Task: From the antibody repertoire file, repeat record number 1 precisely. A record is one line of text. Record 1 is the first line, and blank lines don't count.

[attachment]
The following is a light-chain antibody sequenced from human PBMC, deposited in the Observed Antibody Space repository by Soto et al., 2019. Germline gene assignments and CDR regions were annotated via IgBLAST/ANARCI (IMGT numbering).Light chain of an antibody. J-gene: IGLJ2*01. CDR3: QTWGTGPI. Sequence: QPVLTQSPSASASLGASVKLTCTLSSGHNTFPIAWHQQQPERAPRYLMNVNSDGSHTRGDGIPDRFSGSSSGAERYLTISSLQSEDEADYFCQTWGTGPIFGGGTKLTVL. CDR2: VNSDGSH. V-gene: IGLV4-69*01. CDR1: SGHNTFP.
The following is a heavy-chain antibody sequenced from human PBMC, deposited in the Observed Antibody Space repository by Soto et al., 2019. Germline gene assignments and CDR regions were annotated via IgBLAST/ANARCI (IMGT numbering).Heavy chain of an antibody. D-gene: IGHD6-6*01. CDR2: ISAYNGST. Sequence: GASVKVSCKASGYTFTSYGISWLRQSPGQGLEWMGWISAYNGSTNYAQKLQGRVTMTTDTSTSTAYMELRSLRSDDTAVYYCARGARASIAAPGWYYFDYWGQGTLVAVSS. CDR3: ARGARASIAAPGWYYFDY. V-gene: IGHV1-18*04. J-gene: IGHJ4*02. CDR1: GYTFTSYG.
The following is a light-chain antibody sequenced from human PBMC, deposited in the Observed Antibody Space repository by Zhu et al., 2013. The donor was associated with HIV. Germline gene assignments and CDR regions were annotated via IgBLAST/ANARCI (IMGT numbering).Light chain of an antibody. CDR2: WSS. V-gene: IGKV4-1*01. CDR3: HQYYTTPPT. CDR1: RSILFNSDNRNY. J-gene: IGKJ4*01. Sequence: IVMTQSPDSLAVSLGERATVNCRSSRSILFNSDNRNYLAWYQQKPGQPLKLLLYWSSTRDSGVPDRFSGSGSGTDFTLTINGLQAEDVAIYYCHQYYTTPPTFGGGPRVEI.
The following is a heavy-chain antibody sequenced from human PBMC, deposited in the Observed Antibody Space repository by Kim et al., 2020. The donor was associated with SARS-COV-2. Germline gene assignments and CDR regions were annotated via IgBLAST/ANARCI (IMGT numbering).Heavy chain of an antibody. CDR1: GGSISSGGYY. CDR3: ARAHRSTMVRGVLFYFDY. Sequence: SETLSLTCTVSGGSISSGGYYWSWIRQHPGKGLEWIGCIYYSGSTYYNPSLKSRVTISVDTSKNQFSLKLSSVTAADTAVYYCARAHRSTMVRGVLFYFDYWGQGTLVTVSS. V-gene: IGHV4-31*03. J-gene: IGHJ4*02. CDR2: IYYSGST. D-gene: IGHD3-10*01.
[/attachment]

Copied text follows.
The following is a light-chain antibody sequenced from human PBMC, deposited in the Observed Antibody Space repository by Soto et al., 2019. Germline gene assignments and CDR regions were annotated via IgBLAST/ANARCI (IMGT numbering).Light chain of an antibody. J-gene: IGLJ2*01. CDR3: QTWGTGPI. Sequence: QPVLTQSPSASASLGASVKLTCTLSSGHNTFPIAWHQQQPERAPRYLMNVNSDGSHTRGDGIPDRFSGSSSGAERYLTISSLQSEDEADYFCQTWGTGPIFGGGTKLTVL. CDR2: VNSDGSH. V-gene: IGLV4-69*01. CDR1: SGHNTFP.